Nursing Theory Plan of Care

2124 words 9 pages
Nursing Theory Plan of Care
Theoretical Foundations of Practice
March 05, 2012

Nursing Theory Plan of Care Ida Orlando literally wrote the book on the function of nursing. Her theory of the deliberative nursing process outlines a dynamic nurse-patient relationship in which the nurse uses his or her senses of perception together with deliberate actions to create an individualized care plan for each patient. Results of current research on the application of her theory follow a brief concept analysis and overview. Finally, a case study outlines the application of Orlando's deliberative nursing process.
Concept Analysis of Orlando's Theory Orlando's theory hinges on the major tenets of nursing and the concept of
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Issler needs his respiratory status under control. His first step of going to the ER is a step in the right direction. The nurse's primary priority deals with respiratory and cardiac status; therefore, the first nursing diagnosis is impaired gas exchange (Doenges, Moorhouse, & Murr, 2011). The nurse also notes that Mr. Issler's blood pressure is skyrocketing. This will contribute to his congestive heart failure, increase the likelihood of renal failure, and may cause major bleeding problems with the administration of Coumadin. The nurse’s second priority diagnosis concerns fluid volume excess related to renal insufficiency and congestive heart failure as evidenced by elevated blood pressure, low pulse oximetry, and renal function lab results. Mr. Issler is also still grieving the recent loss of his wife and has lost his family support system. Questions about his relationship with his estranged son remain. This, coupled with a move to his ex daughter-in-law's house in an unfamiliar area may be contributing to anxiety, depression, and a self-care deficit.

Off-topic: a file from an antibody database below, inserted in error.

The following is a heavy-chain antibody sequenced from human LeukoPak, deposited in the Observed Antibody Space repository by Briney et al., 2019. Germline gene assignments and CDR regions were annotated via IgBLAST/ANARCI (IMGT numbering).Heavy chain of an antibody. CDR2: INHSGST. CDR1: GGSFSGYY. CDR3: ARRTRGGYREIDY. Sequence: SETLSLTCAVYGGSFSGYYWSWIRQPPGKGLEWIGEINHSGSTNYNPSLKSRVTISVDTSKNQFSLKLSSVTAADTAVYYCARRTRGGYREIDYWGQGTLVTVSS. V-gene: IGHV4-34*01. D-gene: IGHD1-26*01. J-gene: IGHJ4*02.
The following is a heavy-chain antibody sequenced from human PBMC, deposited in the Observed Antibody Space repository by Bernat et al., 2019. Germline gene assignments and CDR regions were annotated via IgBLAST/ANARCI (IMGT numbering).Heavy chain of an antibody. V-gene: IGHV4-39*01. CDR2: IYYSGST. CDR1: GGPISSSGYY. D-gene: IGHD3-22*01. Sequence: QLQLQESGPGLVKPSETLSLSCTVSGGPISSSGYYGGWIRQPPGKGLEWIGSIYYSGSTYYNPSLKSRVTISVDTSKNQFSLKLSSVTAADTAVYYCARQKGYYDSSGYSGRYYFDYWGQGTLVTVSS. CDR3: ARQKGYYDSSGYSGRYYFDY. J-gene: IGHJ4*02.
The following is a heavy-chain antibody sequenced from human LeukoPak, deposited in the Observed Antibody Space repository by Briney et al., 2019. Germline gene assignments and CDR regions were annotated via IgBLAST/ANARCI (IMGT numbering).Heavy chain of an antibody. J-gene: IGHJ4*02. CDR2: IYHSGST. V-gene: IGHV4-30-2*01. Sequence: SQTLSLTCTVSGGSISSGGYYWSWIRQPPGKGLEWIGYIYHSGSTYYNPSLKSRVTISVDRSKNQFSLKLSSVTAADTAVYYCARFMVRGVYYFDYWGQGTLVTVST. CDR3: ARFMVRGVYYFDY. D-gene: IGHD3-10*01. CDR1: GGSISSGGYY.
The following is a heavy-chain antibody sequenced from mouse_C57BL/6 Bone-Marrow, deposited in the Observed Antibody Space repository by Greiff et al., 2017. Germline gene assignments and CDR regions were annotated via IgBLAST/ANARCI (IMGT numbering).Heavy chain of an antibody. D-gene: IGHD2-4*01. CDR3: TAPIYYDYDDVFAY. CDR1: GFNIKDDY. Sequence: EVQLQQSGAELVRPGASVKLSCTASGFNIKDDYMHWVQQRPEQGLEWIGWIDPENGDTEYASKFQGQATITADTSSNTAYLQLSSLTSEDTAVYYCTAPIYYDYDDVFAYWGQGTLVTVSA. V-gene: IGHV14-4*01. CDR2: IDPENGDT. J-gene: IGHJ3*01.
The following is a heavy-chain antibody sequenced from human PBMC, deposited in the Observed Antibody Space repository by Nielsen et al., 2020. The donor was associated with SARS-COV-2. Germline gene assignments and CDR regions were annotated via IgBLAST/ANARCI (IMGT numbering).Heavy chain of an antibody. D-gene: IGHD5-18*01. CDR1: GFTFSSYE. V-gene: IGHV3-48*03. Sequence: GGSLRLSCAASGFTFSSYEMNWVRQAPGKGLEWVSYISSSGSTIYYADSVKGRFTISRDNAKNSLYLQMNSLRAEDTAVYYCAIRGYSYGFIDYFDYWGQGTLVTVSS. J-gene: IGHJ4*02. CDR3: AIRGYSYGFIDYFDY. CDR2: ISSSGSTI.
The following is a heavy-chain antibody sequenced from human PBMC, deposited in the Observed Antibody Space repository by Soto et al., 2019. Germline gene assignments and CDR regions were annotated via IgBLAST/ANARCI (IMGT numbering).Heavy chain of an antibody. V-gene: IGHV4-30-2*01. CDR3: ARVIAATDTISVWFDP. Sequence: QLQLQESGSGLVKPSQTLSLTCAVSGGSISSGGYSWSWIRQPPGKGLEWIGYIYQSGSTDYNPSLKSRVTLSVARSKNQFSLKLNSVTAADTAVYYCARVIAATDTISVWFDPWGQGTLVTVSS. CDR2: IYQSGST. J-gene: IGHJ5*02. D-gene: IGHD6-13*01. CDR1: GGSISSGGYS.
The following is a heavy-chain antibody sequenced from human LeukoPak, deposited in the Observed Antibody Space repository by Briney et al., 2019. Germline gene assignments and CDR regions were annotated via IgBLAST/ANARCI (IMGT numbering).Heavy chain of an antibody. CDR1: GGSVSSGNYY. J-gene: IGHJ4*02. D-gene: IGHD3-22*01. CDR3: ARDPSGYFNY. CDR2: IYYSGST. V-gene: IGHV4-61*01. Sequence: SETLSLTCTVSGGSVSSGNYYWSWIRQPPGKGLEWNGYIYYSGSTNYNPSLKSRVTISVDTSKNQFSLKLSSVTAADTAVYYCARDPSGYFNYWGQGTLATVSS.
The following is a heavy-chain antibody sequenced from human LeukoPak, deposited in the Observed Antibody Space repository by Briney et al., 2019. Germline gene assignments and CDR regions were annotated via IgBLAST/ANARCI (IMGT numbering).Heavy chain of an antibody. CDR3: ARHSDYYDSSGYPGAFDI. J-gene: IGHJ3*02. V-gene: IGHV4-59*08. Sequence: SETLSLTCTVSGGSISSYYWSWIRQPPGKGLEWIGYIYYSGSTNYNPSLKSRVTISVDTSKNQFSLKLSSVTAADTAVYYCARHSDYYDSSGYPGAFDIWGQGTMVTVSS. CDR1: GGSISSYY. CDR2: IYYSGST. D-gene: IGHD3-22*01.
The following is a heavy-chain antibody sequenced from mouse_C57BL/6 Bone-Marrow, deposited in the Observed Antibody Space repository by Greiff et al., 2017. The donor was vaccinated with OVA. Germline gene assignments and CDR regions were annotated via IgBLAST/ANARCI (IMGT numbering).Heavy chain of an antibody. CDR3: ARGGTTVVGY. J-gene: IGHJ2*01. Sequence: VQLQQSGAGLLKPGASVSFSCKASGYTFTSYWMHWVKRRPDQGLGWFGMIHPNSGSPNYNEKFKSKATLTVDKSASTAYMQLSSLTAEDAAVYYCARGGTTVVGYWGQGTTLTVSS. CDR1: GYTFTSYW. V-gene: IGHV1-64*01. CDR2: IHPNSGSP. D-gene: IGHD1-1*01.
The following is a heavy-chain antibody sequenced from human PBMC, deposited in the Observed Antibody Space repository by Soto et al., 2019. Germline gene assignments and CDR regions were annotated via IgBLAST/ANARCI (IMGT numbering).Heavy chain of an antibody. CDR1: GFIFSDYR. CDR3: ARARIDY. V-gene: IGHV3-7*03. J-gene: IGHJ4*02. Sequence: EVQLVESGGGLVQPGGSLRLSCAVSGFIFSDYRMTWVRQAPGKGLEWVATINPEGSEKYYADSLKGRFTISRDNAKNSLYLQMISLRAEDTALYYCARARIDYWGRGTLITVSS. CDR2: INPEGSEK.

Automatic Actions Automatic actions are largely nursing actions carried out according to protocol or physician orders. Automatic actions are sometimes observation skills or nursing actions that do not need a physician’s orders. To assess Mr. Issler, the nurse automatically does a head-to-toe assessment and continues to monitor his blood


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